The Pause Button: Speaking of the DVD player, the pause button sure has become a household word via the DVD player and TiVo-like digital video recorders. Instead of spending $70 on a babysitter, movie tickets and popcorn, we can get the whole shebang for less than $10 at home - and pause it to go to the bathroom or finish watching it after the dishes are done. Top that, Hollywood.

The REAL Home Theater: Finally, the real Home Theater - or Home Cinema. For less than $10,000, you can have a Home Theater system that blows away the movie going experience at ANY movie theater in Durham, Chapel Hill or Raleigh, NC. OK, I realize that some of the big cities have the best there is, but I'll tell you what: give me an InFocus ScreenPlay 7205, a Da-Lite screen and a thousand dollars to spend on a DVD player, receiver and speakers and I'll give you a home theater that blows away most movie theater experiences. I think this is the key. I think if you took a look at that eight-percent decline in the 2005 Box Office receipts, it would be darn close to equal to the growth in 2005 of the true Home Theater market. I am willing to wait three, four or even five months for the top movies of the year when I know they will sound better (or as good as), look better (or perceptually as good as) and be more comfortable than my local Cineplex (where there was a shooting, by the way, a few weeks ago).

Oh, here's another point to ponder. The fact that the time from theatrical release to DVD release is shortening is no accident. It's planned. In fact, what you will see in 2006 and 2007 is that trend continuing and maybe even being within weeks of each other. In 2005, the money made on DVD will far in away surpass the money made in the theater for most movies; and Hollywood is noticing). What will happen first is downloadable movies (in NTSC format) will become more and more prevalent with Hollywood even pushing the services through DirecTV, Blockbuster, Netflix and TiVo. Then HD-DVD stuff will still be the standard five-to-nine-month delay that we see from movies now, but the regular quality movies will be virtually real-time. And, you'll pay for it - and we WILL pay for it. I can see the day where you will have a choice to rent a movie for download the same week it comes out in the theater for, say, $20. And, we'll pay that, too. If you'll wait three weeks, it will go down to $10, six weeks $5 and so on. I'll explain that one in the next issue - but count on it!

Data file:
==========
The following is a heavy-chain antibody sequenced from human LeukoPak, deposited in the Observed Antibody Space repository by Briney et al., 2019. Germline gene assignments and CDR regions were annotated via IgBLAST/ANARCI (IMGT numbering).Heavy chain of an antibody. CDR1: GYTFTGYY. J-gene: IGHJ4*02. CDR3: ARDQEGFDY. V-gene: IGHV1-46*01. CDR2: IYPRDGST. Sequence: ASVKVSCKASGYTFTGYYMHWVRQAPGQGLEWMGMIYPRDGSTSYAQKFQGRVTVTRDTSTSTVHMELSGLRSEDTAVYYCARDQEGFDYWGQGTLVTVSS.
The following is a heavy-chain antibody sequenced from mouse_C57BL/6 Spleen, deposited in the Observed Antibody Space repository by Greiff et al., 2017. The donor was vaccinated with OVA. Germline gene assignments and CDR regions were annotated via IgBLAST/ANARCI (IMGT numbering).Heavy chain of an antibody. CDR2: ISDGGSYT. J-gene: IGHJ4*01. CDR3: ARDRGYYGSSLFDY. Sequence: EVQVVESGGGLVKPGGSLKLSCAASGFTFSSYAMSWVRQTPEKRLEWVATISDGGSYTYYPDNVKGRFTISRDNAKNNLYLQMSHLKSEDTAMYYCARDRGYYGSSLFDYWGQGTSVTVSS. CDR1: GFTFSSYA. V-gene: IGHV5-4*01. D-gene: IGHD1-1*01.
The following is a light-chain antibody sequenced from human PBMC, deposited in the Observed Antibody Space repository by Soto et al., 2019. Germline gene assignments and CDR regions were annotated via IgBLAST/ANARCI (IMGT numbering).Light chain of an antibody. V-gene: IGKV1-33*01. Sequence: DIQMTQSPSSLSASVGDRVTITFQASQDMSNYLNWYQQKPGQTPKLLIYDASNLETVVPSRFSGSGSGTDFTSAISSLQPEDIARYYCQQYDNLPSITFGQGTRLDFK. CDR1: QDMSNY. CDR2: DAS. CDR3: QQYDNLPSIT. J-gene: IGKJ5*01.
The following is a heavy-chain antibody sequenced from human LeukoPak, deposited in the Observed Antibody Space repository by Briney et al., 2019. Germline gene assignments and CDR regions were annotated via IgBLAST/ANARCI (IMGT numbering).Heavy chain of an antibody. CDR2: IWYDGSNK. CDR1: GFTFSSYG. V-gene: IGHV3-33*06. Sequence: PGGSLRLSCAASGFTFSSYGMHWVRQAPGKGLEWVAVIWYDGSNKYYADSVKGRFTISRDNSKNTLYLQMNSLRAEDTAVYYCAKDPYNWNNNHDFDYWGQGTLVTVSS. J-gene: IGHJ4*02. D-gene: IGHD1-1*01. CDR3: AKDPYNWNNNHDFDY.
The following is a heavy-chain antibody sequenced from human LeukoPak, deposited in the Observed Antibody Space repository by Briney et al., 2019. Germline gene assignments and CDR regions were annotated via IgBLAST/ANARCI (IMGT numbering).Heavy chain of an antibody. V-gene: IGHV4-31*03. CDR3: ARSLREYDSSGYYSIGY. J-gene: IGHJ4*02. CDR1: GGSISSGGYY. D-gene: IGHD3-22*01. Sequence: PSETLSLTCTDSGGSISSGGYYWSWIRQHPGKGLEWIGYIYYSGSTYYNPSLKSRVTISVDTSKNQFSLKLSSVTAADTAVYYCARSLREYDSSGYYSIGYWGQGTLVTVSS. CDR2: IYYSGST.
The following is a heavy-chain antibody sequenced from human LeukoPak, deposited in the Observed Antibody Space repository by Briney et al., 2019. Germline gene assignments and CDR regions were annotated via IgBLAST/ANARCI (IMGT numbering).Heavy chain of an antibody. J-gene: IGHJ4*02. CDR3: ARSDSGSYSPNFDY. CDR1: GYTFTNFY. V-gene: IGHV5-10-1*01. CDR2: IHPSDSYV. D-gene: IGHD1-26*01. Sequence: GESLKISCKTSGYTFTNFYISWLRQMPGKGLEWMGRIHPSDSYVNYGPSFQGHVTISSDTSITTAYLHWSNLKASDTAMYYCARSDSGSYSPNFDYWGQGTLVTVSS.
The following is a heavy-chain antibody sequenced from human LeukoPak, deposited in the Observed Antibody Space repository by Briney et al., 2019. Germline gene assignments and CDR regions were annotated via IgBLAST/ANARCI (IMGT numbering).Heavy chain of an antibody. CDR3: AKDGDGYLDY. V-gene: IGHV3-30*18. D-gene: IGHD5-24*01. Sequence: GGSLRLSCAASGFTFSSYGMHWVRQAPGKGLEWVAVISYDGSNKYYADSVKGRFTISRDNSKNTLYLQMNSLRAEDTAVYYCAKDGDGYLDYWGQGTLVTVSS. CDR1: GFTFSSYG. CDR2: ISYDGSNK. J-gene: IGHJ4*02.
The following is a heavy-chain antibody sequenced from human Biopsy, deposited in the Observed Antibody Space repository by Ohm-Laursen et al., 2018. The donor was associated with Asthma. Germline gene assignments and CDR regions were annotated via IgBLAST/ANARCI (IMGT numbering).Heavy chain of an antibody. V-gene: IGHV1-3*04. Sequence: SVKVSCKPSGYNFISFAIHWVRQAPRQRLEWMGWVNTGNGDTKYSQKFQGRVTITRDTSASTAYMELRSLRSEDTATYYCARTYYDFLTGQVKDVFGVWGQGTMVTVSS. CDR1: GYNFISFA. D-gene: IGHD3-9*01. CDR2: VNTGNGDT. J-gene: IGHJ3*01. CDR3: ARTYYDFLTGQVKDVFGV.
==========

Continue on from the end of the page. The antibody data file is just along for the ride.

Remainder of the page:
So, think about it: expect the growth of the Real Home Theater market to be exponential and explosive by the end of this decade. The Digital Cinema might just happen at home way before it does at the local mall.